Inside this issue
Finding a path – Culbin Forest
Landscape photographer based in the North East of Scotland with a leaning towards intimate landscapes. Retired designer.
There will be few, if any, subscribers to ‘On Landscape’ who are not aware of ‘The Landscape’ by Paul Wakefield (read our review of the book and our interview with Paul). I ordered it when it was first published in 2014, and now, some eight years later, my copy has that well read look to it. Paul’s work first came to my attention actually when, prior to 2014, I had bought a second hand copy of ‘Scotland: A Place Of Visions’ by Jan Morris and Paul Wakefield. I noticed in that book that Paul had included photographs made in Culbin Forest, which is located mostly in Moray in the North East of Scotland.
That interested me immediately as I live some 40 minutes by car from Culbin Forest and had been wandering the area now and again since I became aware of it in my early twenties. That’s more than forty years ago now. I had also established an interest in photography at that time, but it wasn’t until much later that I had developed an interest in intimate landscape photography and had begun to explore the local forests photographically circa 2014.
Culbin forest covers approximately 3,500 ha and forms part of the SSSI ‘Culbin Sands, Culbin Forest and Findhorn Bay’, which in turn covers some 5,000 ha. The forest was established on a huge dune structure known as Culbin Sands, an area surrounded by mystery and intrigue. The history goes back to the beginning of the 13th century with the actual destruction of the Culbin estate by wind blown sand happening in 1694. Did a substantial community comprised of 16 farms really vanish overnight in a sandstorm in the late 17th century? The book 'The Culbin Sands - A Mystery Unravelled' by Sinclair Ross, published in 1992 (a PDF version is available), goes some way in establishing what actually happened at Culbin. The Forestry Commission started to look at the area circa 1921. Marram grasses were replanted in order that some of the sand could be slowly stabilised before tree planting began, and today the resulting huge working forest is also managed so as to provide a key recreational resource for Forres, Nairn and the surrounding areas. The dune system is the largest in Britain, and substantial areas of that system have not been over-planted. Shingle ridges run parallel to the forest for 7km along the coast.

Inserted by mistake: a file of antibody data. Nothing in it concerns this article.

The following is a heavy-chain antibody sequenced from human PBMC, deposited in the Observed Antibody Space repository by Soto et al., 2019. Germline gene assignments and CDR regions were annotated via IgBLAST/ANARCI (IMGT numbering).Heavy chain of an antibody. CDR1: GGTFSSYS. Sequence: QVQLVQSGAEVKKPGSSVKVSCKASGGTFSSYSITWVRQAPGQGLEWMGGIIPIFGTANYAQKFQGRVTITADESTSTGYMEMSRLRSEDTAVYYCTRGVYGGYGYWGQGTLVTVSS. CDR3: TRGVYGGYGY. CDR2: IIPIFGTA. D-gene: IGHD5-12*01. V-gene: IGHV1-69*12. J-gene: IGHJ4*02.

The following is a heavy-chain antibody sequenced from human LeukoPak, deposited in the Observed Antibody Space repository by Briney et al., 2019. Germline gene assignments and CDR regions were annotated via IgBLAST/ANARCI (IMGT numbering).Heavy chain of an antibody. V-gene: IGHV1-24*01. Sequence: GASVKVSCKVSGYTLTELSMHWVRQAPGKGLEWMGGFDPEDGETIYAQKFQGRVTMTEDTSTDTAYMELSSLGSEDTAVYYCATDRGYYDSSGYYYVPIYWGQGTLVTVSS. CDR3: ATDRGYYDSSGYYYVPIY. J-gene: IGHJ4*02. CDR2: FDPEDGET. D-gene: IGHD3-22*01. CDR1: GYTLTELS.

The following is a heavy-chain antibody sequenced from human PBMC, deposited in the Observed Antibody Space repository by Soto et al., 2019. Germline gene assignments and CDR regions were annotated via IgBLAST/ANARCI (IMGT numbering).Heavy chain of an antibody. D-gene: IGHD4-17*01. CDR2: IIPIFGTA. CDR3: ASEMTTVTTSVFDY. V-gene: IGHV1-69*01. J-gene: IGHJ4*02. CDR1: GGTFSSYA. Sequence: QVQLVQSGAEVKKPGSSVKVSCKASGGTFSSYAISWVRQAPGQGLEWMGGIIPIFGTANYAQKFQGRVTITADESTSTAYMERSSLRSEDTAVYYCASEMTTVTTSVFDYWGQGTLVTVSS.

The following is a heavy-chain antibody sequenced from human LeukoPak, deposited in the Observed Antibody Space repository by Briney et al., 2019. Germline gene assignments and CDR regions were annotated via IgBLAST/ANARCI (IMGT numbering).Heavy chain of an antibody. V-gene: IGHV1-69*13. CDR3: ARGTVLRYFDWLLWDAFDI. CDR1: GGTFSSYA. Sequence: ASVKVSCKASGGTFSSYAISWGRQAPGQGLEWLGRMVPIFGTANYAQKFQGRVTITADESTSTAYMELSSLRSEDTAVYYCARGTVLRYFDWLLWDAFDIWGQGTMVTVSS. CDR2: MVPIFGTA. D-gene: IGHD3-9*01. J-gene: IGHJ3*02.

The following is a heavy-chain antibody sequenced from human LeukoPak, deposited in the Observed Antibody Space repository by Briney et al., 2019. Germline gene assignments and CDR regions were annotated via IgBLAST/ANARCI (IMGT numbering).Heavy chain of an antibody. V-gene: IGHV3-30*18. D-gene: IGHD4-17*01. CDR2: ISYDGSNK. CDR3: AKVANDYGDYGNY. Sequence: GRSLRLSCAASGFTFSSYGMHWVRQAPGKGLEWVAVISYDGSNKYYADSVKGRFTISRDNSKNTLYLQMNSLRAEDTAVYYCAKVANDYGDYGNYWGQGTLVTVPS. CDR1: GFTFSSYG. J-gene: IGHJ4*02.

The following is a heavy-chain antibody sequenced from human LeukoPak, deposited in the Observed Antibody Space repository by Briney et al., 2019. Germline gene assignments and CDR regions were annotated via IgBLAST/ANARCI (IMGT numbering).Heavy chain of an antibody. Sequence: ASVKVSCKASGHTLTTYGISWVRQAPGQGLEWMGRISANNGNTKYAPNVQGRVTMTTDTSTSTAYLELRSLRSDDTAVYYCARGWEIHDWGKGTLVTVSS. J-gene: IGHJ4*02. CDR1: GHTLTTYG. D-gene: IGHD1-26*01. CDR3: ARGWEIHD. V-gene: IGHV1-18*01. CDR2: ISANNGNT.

I had no objectives in mind really when I started to explore Culbin Forest with a camera, and thirteen years later, that is still true today. I photographed what grabbed my attention. Purposely some of the photographs were taken in overcast conditions in order to prevent over-exposing lichens and mosses. The area virtually never gets mist, and any sea haars burn off rapidly. Misty tree opportunities are therefore non existent unless one can substitute mist for rain. Snow is also a rare occurrence these days, but rainfall seems to be on the increase. The forestry access roads are well maintained, but one has to wander away from the tracks to be in the real forest and really experience it.
To maybe sit and watch for any wildlife. Smell the forest or listen or contemplate the living forest above and beneath one’s feet. Perhaps even to watch the wood ants climbing over those feet. They are never far away! The dune structure on which the forest was planted is, to a great extent, still apparent and can be over 30 metres in height in places. Culbin is full of surprises. In no way can it be described as being wild. However, even though it may be a huge working forest, it is also a sensitive area. If you plan a visit, please take care of walking off the tracks as rare plants, including national and regional rareties, can be found in Culbin. Likewise, rare lichens and fungi also exist in the fragile and diverse habitats. One species of fungi is not found at any other location in Britain.